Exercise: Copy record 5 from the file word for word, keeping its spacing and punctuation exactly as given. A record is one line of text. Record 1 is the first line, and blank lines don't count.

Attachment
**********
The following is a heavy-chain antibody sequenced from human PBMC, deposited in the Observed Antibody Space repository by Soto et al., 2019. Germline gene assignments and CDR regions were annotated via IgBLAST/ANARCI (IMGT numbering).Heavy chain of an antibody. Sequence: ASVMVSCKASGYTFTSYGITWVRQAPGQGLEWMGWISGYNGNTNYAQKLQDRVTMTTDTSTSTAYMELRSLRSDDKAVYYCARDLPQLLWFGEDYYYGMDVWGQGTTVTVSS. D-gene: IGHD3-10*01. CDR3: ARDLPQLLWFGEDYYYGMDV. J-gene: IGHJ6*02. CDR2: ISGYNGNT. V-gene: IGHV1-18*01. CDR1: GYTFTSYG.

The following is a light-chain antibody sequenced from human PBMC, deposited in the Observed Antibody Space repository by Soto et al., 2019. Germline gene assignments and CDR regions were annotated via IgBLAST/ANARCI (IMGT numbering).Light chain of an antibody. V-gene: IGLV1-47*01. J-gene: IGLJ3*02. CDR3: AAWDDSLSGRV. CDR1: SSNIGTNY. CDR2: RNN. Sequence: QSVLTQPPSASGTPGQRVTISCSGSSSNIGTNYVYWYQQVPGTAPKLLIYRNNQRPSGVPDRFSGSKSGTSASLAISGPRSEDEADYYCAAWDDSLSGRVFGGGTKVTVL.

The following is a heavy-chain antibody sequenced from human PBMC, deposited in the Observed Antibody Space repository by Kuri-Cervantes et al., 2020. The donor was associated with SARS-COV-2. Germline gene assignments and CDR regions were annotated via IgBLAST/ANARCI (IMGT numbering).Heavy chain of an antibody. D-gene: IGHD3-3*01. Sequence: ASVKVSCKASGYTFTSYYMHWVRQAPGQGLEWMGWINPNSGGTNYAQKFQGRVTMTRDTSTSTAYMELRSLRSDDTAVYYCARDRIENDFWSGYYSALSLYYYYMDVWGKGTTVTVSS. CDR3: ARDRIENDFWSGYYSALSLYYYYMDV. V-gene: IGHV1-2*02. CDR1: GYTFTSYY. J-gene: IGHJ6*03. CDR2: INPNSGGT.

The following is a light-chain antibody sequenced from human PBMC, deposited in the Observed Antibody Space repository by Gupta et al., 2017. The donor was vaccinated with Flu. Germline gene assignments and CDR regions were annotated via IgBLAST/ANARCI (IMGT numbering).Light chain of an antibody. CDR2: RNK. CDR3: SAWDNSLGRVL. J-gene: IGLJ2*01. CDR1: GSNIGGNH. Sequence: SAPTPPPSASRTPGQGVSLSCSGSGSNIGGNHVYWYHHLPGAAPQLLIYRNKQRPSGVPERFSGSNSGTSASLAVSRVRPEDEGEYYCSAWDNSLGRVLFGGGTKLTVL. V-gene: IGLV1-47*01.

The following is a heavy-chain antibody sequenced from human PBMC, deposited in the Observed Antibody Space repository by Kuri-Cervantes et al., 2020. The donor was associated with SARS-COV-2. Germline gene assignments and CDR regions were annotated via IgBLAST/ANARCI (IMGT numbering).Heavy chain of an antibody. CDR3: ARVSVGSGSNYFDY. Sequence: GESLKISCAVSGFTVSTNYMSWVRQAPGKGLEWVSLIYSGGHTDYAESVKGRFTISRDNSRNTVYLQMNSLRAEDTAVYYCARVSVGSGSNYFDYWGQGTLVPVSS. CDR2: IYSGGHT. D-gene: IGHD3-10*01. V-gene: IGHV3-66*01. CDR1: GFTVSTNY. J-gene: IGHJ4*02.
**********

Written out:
The following is a heavy-chain antibody sequenced from human PBMC, deposited in the Observed Antibody Space repository by Kuri-Cervantes et al., 2020. The donor was associated with SARS-COV-2. Germline gene assignments and CDR regions were annotated via IgBLAST/ANARCI (IMGT numbering).Heavy chain of an antibody. CDR3: ARVSVGSGSNYFDY. Sequence: GESLKISCAVSGFTVSTNYMSWVRQAPGKGLEWVSLIYSGGHTDYAESVKGRFTISRDNSRNTVYLQMNSLRAEDTAVYYCARVSVGSGSNYFDYWGQGTLVPVSS. CDR2: IYSGGHT. D-gene: IGHD3-10*01. V-gene: IGHV3-66*01. CDR1: GFTVSTNY. J-gene: IGHJ4*02.